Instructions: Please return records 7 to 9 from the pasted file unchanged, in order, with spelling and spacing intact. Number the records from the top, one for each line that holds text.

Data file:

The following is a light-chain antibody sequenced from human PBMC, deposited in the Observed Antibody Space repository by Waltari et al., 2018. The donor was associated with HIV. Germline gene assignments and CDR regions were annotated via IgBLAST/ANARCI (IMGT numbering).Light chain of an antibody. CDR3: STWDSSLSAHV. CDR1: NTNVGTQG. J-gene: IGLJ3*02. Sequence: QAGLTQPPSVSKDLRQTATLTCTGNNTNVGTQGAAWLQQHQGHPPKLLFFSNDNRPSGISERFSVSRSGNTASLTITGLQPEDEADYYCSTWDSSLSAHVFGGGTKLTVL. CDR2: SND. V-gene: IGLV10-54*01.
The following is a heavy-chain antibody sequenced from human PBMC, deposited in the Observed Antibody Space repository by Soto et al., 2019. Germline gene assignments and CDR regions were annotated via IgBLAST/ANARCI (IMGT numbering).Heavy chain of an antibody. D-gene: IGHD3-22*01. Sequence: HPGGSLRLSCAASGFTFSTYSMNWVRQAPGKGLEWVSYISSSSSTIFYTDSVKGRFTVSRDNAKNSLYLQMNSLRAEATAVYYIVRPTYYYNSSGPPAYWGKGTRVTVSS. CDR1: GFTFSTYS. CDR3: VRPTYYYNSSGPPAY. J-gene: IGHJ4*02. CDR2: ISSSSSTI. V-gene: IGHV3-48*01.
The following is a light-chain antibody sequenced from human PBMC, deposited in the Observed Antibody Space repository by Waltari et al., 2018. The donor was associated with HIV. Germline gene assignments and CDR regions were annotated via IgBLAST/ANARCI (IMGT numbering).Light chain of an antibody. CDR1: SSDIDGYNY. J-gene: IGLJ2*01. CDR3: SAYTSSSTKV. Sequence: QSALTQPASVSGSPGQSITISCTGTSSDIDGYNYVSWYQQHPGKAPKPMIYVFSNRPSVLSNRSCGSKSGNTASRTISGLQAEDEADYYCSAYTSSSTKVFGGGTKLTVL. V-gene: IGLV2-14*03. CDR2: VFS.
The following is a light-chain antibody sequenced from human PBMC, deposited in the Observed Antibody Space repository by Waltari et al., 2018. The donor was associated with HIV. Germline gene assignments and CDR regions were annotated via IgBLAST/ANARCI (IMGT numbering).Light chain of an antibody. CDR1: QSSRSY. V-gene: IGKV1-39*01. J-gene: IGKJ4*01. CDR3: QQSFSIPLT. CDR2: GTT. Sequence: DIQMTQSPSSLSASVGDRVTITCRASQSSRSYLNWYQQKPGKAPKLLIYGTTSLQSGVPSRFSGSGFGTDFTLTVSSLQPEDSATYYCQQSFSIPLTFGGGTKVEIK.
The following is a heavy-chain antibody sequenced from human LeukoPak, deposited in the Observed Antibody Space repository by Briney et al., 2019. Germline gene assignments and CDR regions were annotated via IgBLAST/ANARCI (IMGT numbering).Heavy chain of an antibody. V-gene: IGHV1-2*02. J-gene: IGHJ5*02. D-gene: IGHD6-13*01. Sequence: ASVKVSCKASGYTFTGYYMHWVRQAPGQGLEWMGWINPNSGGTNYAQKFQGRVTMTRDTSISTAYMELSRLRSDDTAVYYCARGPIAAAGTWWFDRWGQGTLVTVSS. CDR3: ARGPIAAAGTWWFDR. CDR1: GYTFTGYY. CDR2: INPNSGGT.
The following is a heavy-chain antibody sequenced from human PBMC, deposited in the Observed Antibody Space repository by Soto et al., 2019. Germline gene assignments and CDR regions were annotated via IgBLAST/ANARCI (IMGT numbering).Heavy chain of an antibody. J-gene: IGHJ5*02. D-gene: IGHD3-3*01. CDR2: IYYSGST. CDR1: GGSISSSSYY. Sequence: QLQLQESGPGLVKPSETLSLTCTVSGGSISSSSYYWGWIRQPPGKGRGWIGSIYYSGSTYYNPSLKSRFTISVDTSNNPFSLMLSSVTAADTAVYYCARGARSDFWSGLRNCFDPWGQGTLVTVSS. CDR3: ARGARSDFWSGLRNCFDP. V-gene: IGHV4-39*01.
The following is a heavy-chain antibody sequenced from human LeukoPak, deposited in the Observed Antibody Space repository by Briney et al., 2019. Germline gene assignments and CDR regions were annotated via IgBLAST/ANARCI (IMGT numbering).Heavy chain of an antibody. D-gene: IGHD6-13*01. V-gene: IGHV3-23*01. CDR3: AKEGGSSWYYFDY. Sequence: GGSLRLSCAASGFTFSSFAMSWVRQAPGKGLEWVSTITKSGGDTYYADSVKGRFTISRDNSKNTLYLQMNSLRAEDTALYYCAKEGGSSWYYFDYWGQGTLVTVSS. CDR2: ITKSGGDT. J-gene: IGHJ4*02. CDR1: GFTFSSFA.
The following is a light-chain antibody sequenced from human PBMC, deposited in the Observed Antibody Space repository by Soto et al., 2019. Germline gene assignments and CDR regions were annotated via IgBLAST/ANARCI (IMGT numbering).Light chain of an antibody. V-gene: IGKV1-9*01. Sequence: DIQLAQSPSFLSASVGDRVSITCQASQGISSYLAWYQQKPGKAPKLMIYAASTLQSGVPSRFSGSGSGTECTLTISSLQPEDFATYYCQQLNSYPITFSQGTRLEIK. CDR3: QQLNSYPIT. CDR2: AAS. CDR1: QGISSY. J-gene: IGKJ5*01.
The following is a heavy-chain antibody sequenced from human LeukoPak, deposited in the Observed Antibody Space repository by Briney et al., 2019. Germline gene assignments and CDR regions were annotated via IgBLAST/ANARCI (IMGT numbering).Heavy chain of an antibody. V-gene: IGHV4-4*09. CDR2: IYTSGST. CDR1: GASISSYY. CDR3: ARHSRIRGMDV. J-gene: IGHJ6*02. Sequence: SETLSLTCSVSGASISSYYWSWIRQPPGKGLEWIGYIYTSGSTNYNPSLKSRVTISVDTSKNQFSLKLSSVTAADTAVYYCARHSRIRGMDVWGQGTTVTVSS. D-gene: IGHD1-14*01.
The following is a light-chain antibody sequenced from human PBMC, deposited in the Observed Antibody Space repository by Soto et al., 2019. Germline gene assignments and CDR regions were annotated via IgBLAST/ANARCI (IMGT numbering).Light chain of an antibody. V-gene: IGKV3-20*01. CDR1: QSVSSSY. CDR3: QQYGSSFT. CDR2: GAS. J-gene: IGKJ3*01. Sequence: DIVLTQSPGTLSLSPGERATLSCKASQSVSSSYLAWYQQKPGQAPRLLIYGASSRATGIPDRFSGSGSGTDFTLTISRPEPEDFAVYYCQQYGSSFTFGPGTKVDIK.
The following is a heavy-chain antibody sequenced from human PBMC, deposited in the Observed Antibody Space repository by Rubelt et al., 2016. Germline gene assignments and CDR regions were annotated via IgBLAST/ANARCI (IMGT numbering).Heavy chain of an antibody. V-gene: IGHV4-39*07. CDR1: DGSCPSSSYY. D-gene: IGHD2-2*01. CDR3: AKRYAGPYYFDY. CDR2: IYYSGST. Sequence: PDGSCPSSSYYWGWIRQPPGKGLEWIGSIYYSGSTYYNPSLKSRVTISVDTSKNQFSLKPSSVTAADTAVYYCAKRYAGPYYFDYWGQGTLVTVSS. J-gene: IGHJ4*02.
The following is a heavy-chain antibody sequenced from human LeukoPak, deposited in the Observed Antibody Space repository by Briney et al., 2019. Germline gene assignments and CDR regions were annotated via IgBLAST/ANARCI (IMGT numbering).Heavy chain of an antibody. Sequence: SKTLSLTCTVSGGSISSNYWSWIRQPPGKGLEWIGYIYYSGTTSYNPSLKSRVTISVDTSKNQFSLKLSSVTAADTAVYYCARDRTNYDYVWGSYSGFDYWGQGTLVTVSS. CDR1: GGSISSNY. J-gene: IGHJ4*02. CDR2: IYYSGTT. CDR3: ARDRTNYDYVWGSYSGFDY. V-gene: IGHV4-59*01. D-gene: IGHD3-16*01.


The following is a heavy-chain antibody sequenced from human LeukoPak, deposited in the Observed Antibody Space repository by Briney et al., 2019. Germline gene assignments and CDR regions were annotated via IgBLAST/ANARCI (IMGT numbering).Heavy chain of an antibody. D-gene: IGHD6-13*01. V-gene: IGHV3-23*01. CDR3: AKEGGSSWYYFDY. Sequence: GGSLRLSCAASGFTFSSFAMSWVRQAPGKGLEWVSTITKSGGDTYYADSVKGRFTISRDNSKNTLYLQMNSLRAEDTALYYCAKEGGSSWYYFDYWGQGTLVTVSS. CDR2: ITKSGGDT. J-gene: IGHJ4*02. CDR1: GFTFSSFA.
The following is a light-chain antibody sequenced from human PBMC, deposited in the Observed Antibody Space repository by Soto et al., 2019. Germline gene assignments and CDR regions were annotated via IgBLAST/ANARCI (IMGT numbering).Light chain of an antibody. V-gene: IGKV1-9*01. Sequence: DIQLAQSPSFLSASVGDRVSITCQASQGISSYLAWYQQKPGKAPKLMIYAASTLQSGVPSRFSGSGSGTECTLTISSLQPEDFATYYCQQLNSYPITFSQGTRLEIK. CDR3: QQLNSYPIT. CDR2: AAS. CDR1: QGISSY. J-gene: IGKJ5*01.
The following is a heavy-chain antibody sequenced from human LeukoPak, deposited in the Observed Antibody Space repository by Briney et al., 2019. Germline gene assignments and CDR regions were annotated via IgBLAST/ANARCI (IMGT numbering).Heavy chain of an antibody. V-gene: IGHV4-4*09. CDR2: IYTSGST. CDR1: GASISSYY. CDR3: ARHSRIRGMDV. J-gene: IGHJ6*02. Sequence: SETLSLTCSVSGASISSYYWSWIRQPPGKGLEWIGYIYTSGSTNYNPSLKSRVTISVDTSKNQFSLKLSSVTAADTAVYYCARHSRIRGMDVWGQGTTVTVSS. D-gene: IGHD1-14*01.